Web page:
November 4th, 2022 12:00pm
Raise your hand if you saw Chowan leading the North Division with one game left in the regular season. I don’t expect to see many hands up outside of Murfreesboro. Chowan kneecapped Virginia Union’s offense on the way to dethroning the surging Panthers through a combination of slowing the potent VUU run game combined with a stingy defense and an attentive special teams. Chowan’s gameplan was effective enough to prevent VUU star running back Jada Byers from scoring in this game. Those aspects have been what has vaulted VUU into the place they are in today. In other words, Chowan beat the Panthers at their own game.
Unlike Fayetteville State, the South’s Championship Game representative for the fifth consecutive time, the North’s representative has been a mystery. Many people had Bowie State as the repeating in the North to start the season, but the Bulldogs just encountered too many challenges to repeat. VUU was next on the list, until last Saturday’s haymaker. Still, the mystery is a testament to how competitive that division has been over the last decade. Given that Chowan (6-1 in conference) now owns the tiebreaker over VUU (6-1) and Virginia State (5-2), it’s going to take a herculean effort by downtrodden Elizabeth City State, coupled with a VUU win to see VUU play for its first championship since 2000. Also noteworthy is that Chowan has been at the cusp of pulling off this coup for some time – they had a chance to get to the championship game in 2018 when they took down Bowie State at home, only for VUU to spoil their chances.
All is not really lost if you’re VUU. The Panthers are among the top seven in the current playoff regional rankings, and still sport a top 25 ranking. Since there is no automatic qualifier to get into the Division II playoffs, the loss doesn’t automatically preclude them from consideration. The issue here is whether the VUU can do enough to get a home game with a win over rival Virginia State or if this loss deflate them to the point where VSU puts their playoff games into serious jeopardy by upsetting the Panthers. A loss could result in VUU considering finding an 11th opponent to bolster their playoff resume. DO NOT get me started on the CIAA’s desire to maintain a 10-game regular season schedule *booooo hissss*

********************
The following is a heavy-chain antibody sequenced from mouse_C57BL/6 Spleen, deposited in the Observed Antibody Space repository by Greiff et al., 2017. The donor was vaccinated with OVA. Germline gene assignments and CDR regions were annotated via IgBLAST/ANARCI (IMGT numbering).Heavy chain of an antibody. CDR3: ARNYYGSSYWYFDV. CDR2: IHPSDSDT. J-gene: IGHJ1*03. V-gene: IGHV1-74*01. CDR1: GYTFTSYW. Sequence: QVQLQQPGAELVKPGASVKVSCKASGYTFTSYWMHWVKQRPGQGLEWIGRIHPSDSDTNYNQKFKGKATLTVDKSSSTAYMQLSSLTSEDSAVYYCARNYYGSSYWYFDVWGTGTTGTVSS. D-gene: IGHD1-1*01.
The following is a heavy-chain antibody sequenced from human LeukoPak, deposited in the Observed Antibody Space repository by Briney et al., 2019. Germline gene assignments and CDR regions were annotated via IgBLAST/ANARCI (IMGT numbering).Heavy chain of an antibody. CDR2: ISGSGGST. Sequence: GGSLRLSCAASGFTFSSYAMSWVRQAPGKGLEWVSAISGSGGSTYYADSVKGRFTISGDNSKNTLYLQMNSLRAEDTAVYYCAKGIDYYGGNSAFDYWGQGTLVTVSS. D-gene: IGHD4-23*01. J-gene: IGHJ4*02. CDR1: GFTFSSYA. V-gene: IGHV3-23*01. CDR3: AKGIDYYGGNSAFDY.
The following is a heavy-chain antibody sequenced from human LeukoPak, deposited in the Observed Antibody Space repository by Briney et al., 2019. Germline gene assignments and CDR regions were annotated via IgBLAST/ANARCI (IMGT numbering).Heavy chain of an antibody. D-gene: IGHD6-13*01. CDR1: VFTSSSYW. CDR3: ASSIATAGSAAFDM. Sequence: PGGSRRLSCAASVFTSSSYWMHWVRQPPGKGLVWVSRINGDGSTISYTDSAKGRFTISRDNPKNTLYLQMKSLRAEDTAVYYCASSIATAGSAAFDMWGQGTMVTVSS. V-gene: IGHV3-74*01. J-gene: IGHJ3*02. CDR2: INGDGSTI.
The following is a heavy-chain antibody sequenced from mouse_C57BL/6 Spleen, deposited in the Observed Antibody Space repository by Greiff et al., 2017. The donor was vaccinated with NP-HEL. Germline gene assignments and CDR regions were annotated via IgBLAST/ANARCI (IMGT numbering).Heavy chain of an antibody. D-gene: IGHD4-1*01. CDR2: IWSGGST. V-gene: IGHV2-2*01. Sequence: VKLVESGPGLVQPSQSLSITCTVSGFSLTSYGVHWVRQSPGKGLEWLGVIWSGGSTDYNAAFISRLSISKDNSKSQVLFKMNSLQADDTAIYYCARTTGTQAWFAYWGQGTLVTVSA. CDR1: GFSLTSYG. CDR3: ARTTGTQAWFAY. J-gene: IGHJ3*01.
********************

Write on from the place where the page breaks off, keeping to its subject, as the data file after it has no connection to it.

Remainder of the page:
It is hard to believe we are at rivalry week. For most schools, this week represents the season’s conclusion. But, there is plenty of drama and suspense that will likely emanate from this weekend. Someway, somehow, I will end up with egg on my face from these picks. Nonetheless, I will try to steer you in the right direction. Games in order of interest are as follows:
#15 Virginia Union (6-1, 8-1) at Virginia State (5-2, 6-3): This game is the only conference game that features teams with winning records. The teams are rather potent in the rushing game. While VUU has national rushing leader Jada Byers, VSU sports a three headed attack spearheaded by Darius Hagans, Upton Bailey, and Kimo Clarke. All three are good enough to get 100 yards a game if turned loose. Speaking of, Hagans and Bailey are coming off of 100 yard games over the last two weeks. No one has more rushing yards than Darius Hagans in the conference except for that guy in who goes to the school 20 miles away in the state’s capital. They are that good.
The defenses also make this game very interesting. VUU only gives up 70 yards a game in the rushing department, whilst VSU remains tops in creating turnovers in the country. Both teams have physical defensive lines, while VSU’s Kymon Pope is one of the conference’s best in the secondary in seeking the ball and slowing offenses.
The special teams advantage is heavily weighted to VUU, as kicker Brady Myers has kicked game winners and punter Marvin Holmes continues to be very reliable in flipping the field. VSU continues to struggle with starting quarterback Jordan Davis handing punting duties as a newcomer to the kicking game, and a host of Trojans trying their hand at field goal kicking.
Rivalry games are very unpredictable and I really expect this one to be that way. I imagine that VSU has paid close attention to the blueprint Chowan has laid in how to topple a VUU team that does have more talent. The rushing attacks for both teams will get their yards, and it is going to be about what the passing games can do to force defensive adjustments. I am skeptical of both teams’ passing game, but I am more skeptical VSU’s passing game. Henceforth, I yield the advantage to VUU to finish the regular season with a win.